|James Harden could have been a Phoenix Sun. (Getty Images)|
Remember the madness surrounding the James Harden trade? It was a whirlwind of names being thrown out, assets being included and draft picks to sweeten the pot. By the time the dust settled, Linsanity was being joined by Beardsanity and the Thunder fans were left in a state of bewilderment.
Lon Babby and the Phoenix Suns spent some time in Oklahoma City just eight days before the mega-trade that sent star guard and former Arizona State great James Harden to the Houston Rockets. The team had a reservation with the Thunder in Tulsa that night for the entree course, a pre-season tilt, but that was then parlayed into desert with Sam Presti to discuss the pieces in a potential Harden trade.
Over the course of the next week Babby had numerous conversations with Presti over the phone gauging interest in what the Suns had to offer to get the star guard. The demand was appropriately steep.
When it came down to it the Suns were not willing to part with the pieces required to get Harden at this time.
What weren't the Suns willing to part with? According to the post, it had to do with a " 'substantial player,' another asset and two first-round picks."
It's safe to say I'm not a big fan of the roster the Suns have put together, considering I picked them to tie with the Kings for last in the Western Conference. And trying to figure out what they have to fit the criteria of that bounty is a little confusing.
I would imagine the substantial player and another asset would have to be some combination of Marcin Gortat, Markieff Morris and Jared Dudley. They couldn't trade Michael Beasley yet, and I'm fairly certain that wouldn't have pushed the Thunder to take the offer, anyway.
Let's say the Suns did agree to Morris and Dudley for Harden. That's a pretty nice haul in terms of grabbing role players. Even if they have to give up Cole Aldrich in the process (like they did with Houston), you've added depth. Would the two draft picks have been worth it?
If you're in a position to offer one of your own first-round picks, lottery protect it for the next two years, and then throw in the first-round pick received in the Steve Nash deal, I really don't see how that's giving up too much for James Harden. You just tried to acquire Eric Gordon through restricted free agency in the summer, and a lot of people have Harden above Gordon on the shooting guard hierarchy.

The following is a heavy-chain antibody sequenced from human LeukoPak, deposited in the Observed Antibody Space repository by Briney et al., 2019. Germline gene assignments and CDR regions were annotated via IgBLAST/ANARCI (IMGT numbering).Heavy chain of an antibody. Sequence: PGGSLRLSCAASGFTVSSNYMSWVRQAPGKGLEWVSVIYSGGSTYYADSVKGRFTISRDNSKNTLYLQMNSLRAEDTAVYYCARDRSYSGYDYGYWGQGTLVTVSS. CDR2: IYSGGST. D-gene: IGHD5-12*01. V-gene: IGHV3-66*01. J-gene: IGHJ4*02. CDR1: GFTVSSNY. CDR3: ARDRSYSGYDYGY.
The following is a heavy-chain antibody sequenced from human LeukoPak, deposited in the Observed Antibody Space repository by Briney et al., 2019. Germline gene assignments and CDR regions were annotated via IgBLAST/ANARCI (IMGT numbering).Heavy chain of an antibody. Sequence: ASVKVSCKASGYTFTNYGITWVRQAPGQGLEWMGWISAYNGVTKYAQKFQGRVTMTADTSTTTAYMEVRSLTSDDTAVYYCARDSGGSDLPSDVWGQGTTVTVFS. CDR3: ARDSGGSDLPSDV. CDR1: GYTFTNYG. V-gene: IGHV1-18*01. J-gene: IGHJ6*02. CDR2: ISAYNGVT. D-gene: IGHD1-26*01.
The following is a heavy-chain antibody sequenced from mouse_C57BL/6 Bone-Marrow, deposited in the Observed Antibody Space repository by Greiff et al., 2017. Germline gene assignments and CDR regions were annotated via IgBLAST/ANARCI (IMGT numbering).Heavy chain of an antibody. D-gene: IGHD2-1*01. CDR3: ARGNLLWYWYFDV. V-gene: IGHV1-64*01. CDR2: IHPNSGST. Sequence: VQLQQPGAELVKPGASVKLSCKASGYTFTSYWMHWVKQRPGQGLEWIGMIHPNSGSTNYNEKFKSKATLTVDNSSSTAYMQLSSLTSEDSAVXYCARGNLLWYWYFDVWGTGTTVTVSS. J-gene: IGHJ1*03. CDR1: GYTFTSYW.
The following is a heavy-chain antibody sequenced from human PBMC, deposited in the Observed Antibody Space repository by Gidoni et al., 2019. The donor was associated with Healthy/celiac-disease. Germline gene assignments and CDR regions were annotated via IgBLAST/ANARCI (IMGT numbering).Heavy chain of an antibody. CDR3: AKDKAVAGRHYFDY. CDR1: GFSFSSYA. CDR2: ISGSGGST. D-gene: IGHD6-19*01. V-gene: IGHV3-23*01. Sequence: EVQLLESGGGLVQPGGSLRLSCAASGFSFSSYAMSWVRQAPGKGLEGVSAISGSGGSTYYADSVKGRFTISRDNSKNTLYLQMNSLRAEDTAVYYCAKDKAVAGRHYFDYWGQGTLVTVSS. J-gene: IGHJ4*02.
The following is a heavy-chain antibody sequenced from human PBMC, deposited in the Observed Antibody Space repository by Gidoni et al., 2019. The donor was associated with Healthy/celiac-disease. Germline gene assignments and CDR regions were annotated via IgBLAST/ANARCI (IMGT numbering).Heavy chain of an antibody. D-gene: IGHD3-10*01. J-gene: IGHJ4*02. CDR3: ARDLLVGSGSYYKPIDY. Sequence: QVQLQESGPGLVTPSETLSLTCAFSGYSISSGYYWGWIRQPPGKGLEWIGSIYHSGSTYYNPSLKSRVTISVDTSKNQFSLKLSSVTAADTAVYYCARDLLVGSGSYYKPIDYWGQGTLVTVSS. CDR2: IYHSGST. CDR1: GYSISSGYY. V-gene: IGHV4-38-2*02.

It's hard for me to believe the Suns' draft-day decisions would be a reason they didn't want to part with future draft picks. Looking at the last five drafts for the Suns in which they've had a first-round pick, Morris is easily the best pick that they've acquired. They've also drafted Robin Lopez, Alando Tucker, Rudy Fernandez (traded), Earl Clark and Kendall Marshall.
This isn't exactly an influx of talent. And while it's easy to blame past management for those mistakes, Robert Sarver still owns the team and has a history of making the draft an arduous night for Suns fans.
Rebuilding teams are supposed to acquire assets to be able to develop them into the stars that they need or flip them down the road for the stars that they can't develop. And yet we consistently see instances of teams failing to part with assets when given the opportunity.
Is Markieff Morris going to be better than James Harden? Probably not. Is Jared Dudley going to be better than James Harden? All signs point to no.
Who knows what ultimately was the bounty the Thunder were asking for? But if the assumption was the draft picks were the deal breaker for Phoenix, you have to wonder when they're finally going to get their star player.
"Maybe we already have our star player," said Babby with a wink and smile as Goran Dragic practiced his free-throws, Michael Beasley rifled up more catch-and-shoot threes, and Morris took a quick water break. Maybe they do.
Trust me; you don't.